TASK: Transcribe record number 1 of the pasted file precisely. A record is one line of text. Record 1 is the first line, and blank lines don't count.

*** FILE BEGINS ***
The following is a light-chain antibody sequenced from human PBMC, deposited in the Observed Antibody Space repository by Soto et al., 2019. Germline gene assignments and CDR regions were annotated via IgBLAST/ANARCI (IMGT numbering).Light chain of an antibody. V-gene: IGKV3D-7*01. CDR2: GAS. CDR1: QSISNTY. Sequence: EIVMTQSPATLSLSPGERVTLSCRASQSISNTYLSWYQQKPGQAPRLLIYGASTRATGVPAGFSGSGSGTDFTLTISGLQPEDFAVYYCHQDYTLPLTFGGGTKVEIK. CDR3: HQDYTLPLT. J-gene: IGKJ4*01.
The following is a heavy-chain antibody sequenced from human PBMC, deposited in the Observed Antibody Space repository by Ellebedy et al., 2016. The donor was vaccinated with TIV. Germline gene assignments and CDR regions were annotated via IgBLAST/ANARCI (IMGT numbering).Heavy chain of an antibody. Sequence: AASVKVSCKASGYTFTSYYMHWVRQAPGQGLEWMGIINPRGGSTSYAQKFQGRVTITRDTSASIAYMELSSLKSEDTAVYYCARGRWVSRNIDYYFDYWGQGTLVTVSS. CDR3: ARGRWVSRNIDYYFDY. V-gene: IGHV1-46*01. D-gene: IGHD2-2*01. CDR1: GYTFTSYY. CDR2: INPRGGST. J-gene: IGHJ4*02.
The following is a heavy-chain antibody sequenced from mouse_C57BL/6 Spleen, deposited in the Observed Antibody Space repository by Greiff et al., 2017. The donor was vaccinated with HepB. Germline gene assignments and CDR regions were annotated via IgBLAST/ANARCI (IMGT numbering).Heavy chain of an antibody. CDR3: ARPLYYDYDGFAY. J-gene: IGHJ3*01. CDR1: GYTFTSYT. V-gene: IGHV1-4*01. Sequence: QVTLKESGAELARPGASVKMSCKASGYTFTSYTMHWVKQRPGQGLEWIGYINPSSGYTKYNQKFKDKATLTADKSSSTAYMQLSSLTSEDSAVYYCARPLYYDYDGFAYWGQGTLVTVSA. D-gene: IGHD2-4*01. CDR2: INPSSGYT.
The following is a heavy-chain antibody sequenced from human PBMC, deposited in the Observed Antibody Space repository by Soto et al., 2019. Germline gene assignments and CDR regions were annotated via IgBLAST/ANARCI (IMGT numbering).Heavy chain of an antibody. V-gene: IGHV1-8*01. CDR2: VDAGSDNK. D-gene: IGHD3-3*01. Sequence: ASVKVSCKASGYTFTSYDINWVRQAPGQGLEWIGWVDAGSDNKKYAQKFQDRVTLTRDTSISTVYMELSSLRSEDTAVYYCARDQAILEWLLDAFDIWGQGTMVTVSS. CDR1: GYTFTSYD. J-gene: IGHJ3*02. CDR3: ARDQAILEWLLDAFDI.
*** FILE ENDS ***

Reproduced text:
The following is a light-chain antibody sequenced from human PBMC, deposited in the Observed Antibody Space repository by Soto et al., 2019. Germline gene assignments and CDR regions were annotated via IgBLAST/ANARCI (IMGT numbering).Light chain of an antibody. V-gene: IGKV3D-7*01. CDR2: GAS. CDR1: QSISNTY. Sequence: EIVMTQSPATLSLSPGERVTLSCRASQSISNTYLSWYQQKPGQAPRLLIYGASTRATGVPAGFSGSGSGTDFTLTISGLQPEDFAVYYCHQDYTLPLTFGGGTKVEIK. CDR3: HQDYTLPLT. J-gene: IGKJ4*01.